The album begins with two fantastic tracks, "The Suburbs" and "Ready to Start". A torn lover is faced with the harsh cruel realities of life that he/she faces. These two tracks sum up some of the main messages conveyed throughout the album. In some ways this album could be considered a concept album in that it ties together a central theme of alienation and loneliness felt by humans. Other tracks of note include the frenetically paced "Month of May", the loss in "Suburban War", the cruel harshness of time in "We Used to Wait", the closeted optimism and rejection of the suburbs of "Sprawl II: Mountains beyond Mountains", and the isolation of "Modern Man".

From a musical standpoint, this album continues the trends seen in Arcade Fire's previous effort, Neon Bible. A variety of different types of instruments are used as well as numerous vocalists, whether lead or backing. Small flourishes of electric guitar or synthesizers, add to the albums grandiose feeling.

Simply put, this is one of the best albums of the decade, and in my personal opinion is the best album that Arcade Fire have ever put out on shelves. Such a shame however, that mindless pop is what gets the most recognition in the minds of the average person, as we have such beautiful music that for the most part goes unrecognised, but thankfully, not in this case.

Rating: 9.5/10



Thursday, October 24, 2013

Reflektor by Arcade Fire REVIEW


Arguably one of the most hyped up albums of all time, Reflektor by Arcade Fire has been the spawn of many debates on the album's more controversial and electronic sound. The album itself was produced by LCD Soundsystem's James Murphy and was recorded in places such as an old Haitian castle. Frontman Win Butler, has not been shy in talking about the album's influences, stating that most of it is based on the Carnival in Haiti, where the band are frequent visitors.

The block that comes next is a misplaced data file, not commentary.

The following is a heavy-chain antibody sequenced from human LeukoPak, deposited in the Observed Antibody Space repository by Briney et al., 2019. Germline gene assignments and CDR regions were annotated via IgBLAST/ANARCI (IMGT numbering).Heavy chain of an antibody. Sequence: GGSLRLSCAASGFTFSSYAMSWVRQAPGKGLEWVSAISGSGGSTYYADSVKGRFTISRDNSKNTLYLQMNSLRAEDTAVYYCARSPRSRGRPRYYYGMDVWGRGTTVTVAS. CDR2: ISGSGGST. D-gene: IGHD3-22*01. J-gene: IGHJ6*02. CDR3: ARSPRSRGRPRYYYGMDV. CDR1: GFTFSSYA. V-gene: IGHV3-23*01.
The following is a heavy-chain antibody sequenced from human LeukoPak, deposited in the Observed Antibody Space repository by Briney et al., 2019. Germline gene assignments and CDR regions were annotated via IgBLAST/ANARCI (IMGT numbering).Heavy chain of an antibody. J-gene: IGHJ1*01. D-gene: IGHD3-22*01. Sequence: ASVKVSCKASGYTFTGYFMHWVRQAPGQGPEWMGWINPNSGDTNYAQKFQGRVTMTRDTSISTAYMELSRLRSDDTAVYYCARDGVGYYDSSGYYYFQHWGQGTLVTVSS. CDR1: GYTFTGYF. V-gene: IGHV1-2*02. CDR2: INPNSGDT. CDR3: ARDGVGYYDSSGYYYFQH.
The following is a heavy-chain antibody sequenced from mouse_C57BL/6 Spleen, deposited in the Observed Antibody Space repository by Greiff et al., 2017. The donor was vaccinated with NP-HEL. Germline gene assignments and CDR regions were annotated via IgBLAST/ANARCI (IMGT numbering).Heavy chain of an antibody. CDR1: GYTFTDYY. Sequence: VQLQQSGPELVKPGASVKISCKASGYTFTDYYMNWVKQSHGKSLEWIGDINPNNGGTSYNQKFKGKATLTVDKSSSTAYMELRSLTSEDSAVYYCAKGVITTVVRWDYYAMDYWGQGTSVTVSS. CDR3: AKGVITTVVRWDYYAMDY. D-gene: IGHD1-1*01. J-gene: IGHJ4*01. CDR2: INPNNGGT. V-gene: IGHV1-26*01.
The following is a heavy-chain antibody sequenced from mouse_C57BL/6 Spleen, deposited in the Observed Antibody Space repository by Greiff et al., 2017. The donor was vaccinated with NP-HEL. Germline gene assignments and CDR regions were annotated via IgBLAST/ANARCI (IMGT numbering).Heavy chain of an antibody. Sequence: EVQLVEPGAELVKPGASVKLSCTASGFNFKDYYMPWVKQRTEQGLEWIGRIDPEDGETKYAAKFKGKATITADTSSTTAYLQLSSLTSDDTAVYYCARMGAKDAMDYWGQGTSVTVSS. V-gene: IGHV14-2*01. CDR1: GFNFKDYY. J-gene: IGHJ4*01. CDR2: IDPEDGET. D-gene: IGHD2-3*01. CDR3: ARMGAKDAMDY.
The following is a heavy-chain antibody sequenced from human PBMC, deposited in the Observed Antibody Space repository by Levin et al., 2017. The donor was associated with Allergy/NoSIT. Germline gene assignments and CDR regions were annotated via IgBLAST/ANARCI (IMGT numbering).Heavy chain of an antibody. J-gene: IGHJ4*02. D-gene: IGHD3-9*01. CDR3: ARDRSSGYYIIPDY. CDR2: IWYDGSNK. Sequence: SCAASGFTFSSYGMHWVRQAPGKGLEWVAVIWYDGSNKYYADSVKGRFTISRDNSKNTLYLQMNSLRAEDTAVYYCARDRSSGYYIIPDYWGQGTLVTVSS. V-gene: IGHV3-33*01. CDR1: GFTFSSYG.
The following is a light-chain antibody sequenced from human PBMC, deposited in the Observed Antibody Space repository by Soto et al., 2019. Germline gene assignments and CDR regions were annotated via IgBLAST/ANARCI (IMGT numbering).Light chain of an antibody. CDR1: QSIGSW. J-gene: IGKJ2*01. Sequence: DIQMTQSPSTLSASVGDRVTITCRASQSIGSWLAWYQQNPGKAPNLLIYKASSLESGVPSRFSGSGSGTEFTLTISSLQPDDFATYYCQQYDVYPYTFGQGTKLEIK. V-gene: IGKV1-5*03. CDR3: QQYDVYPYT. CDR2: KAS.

The album starts off with their lead single "Reflektor" and lets listeners know that this album is nothing Arcade Fire have ever done before. With backing vocals from David Bowie, the song itself is one of the high points on the album. Other great songs of notice include: "Afterlife" with its rousing synthesizers and Win Butler's questioning lyrics, "Here Comes the Night Time" withe its rapid start-stop tempos and Carnival sound, and "We Exist" comprising of such fantastic guitar interplay. Other songs of note on the album include the slower electronic song "Porno" and the soul-staring "Flashbulb Eyes". "Joan of Arc", "You Already Know" and "Awful Sound (Oh Eurydice)" are the closest to the old Arcade Fire we will receive on this double album. 

Thematically the album speaks of a general distrust in Christianity with many not very subtle references to Hell and Heaven. The lyrics aren't the greatest, but the general meaning of each song is inherent and easy to understand.

Overall, this was a risk that Arcade Fire had to take in order to not be complacent. The album itself, in my humble opinion is reminiscent of such career-changing albums such as Kid A by Radiohead, and Highway 61 Revisited by Bob Dylan. The albums are not similar in sound or even context, but in the way that they completely changed the futures for the artist, and Arcade Fire truly reinvents itself on this album and their future is bright for this in lack of a better word, beautiful band. 

Rating:9/10


Wednesday, October 23, 2013

AM by Arctic Monkeys REVIEW